Pretty Butch - creating stories that break the binaries

 

"We make expectations based on gender so often that we don’t stop to consider why we think an effeminate man is weak, and why a masculine woman is less attractive. Would we have less sweeping judgements of people if we took time to understand their struggles?"

 

Tan Liting's 'Pretty Butch' is a binary-bending new play and the latest work to feature in our Fresh off the Page playreading series, bringing brand new Asian works from around the globe to the Basement Theatre in Auckland. A Singaporean playwright, Liting works full time as a theatre practitioner with an interest in devising performance from personal stories. Liting’s past directorial credits include Pretty Butch (M1 Singapore Fringe Festival 2017), The Truth About Lying: Heresy and Common Sense for the Theatre (The Finger Players), Taking The Subs (The Substation Director’s Lab), (When I’m) Sixty Four (Ageless Theatre), Re: Almost Left Behind (Singapore Arts Festival 2011), Almost Left Behind (NUS Thespis). Liting also teaches drama in schools, and has trained her students in both performance and backstage work, in the hopes of providing a more balanced experience in theatre training and performance. Liting likes conversation, hearing and telling a good story. (Liting also likes guitars, sneakers and referring to Liting in third person.) 

Marianne Infante, producer of Fresh Off the Page, interviews Tan Liting on their journey of creating 'Pretty Butch' and the motivations behind their work concentrating on femininity and masculinity rather than the scope of sexuality.

 Tan Liting, playwright

Tan Liting, playwright

 

What was the inspiration behind Pretty Butch, or how did the story of Pretty Butch spark up for you?

Initially I wanted to write a documentary play about being butch in Singapore. This was in early 2015, when there was an open call for the M1 Singapore Fringe festival 2016. The theme back then was Art and the Animal, and there was this sense that a masculine presenting woman was looked at as if she was an animal: not nearly man enough, and not feminine enough to be considered beautiful or pretty. But it turned out that the work was more suited for the theme of 2017: Art and Skin, and so the development process began. I found myself with more time to develop the work, which I was very grateful for.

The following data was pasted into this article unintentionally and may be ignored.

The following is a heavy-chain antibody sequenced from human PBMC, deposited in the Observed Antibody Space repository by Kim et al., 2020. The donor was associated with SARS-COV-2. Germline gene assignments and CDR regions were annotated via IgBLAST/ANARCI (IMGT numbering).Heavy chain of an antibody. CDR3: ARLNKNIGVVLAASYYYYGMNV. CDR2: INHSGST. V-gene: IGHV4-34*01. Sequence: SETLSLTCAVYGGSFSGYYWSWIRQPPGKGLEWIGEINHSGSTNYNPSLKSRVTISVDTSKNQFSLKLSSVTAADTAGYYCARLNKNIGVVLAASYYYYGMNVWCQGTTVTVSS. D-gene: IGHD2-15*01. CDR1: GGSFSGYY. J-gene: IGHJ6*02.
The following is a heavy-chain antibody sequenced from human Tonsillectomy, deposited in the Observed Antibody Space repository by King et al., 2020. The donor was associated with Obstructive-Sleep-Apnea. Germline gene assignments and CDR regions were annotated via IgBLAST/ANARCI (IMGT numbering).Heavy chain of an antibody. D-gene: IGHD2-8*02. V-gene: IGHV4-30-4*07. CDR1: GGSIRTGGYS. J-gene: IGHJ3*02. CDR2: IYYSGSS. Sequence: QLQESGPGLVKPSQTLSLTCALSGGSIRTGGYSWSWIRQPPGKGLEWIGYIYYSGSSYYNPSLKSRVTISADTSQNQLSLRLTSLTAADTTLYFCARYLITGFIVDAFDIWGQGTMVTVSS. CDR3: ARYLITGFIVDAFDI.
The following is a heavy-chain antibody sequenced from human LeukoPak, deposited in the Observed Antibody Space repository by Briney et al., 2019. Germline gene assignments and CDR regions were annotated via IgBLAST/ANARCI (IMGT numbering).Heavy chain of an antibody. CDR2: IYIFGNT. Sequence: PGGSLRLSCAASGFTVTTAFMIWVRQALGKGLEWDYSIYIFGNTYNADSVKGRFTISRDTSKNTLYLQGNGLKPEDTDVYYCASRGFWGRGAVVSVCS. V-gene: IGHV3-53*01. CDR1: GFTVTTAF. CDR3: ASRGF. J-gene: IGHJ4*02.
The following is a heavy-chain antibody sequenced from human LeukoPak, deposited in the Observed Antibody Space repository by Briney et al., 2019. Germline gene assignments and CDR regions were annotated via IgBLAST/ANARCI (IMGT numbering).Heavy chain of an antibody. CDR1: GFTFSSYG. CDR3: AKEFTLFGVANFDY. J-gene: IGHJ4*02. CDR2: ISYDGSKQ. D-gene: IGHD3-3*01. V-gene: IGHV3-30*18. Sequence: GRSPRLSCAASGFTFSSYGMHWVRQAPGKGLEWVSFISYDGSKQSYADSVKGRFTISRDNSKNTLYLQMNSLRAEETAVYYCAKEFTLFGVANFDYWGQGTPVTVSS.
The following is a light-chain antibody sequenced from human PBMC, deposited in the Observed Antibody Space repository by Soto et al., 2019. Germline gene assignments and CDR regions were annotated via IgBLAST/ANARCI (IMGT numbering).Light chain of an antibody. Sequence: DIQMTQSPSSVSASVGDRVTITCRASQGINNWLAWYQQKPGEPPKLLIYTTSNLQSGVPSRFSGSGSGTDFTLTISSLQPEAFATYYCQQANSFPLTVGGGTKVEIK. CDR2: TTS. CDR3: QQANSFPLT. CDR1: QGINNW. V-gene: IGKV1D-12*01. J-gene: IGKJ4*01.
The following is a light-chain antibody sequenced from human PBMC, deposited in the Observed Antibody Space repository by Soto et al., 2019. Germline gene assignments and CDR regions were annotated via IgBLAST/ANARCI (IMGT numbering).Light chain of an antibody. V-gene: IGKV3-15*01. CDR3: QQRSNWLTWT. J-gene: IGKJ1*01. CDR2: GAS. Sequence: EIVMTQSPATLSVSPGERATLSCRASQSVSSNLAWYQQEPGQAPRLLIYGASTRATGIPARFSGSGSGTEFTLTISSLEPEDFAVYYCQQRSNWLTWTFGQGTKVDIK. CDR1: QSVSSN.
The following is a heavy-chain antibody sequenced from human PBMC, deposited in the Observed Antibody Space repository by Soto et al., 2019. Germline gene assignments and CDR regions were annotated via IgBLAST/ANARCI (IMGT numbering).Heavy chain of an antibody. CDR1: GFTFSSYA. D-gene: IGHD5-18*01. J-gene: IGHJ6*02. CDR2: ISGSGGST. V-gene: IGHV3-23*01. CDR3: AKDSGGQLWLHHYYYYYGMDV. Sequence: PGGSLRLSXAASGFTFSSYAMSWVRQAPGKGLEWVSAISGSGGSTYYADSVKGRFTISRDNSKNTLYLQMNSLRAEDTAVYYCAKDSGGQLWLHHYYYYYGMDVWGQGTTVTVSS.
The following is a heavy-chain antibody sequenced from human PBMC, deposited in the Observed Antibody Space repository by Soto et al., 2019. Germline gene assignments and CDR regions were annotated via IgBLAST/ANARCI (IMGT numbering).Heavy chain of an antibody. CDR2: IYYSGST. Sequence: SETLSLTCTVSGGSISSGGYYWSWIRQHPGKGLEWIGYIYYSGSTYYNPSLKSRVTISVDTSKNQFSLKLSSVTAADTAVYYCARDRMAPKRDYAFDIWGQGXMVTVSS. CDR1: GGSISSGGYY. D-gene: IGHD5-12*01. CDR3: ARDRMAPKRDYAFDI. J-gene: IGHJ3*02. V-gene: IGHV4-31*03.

I started writing the play with the intention of interviewing people who identified as butch and using the transcripts as material. However, people were not ready to accept ‘butch’ as a label on themselves, so I only managed to get 4 people who responded. At the same time, I was also keen to deal with some personal demons, and so I began to look inwards. The play began to take its current shape about 9 months into the writing process, and I just rolled with it. This is 28 different drafts later, and I am still finding things to improve. I suppose when you deal with an intensely personal subject matter, you will never be fully satisfied with its expression.

How does the story resonate with you?

All these characters are a part of me, imagined or otherwise. They are a reflection of me, at least at the point of writing. I have grown much since the first time this play was performed, but there is still a lot of the play in me.

 (Top row, from far left) Fadhil Daud, Deonn Yang and Henrik Cheng, (bottom, from far left), Farah Ong and Shannen Tan at the premier of Pretty Butch, M1 Singapore Fringe Festival at the Black Box, Centre 42 in 2017   PHOTO: THROBBINGPIXELS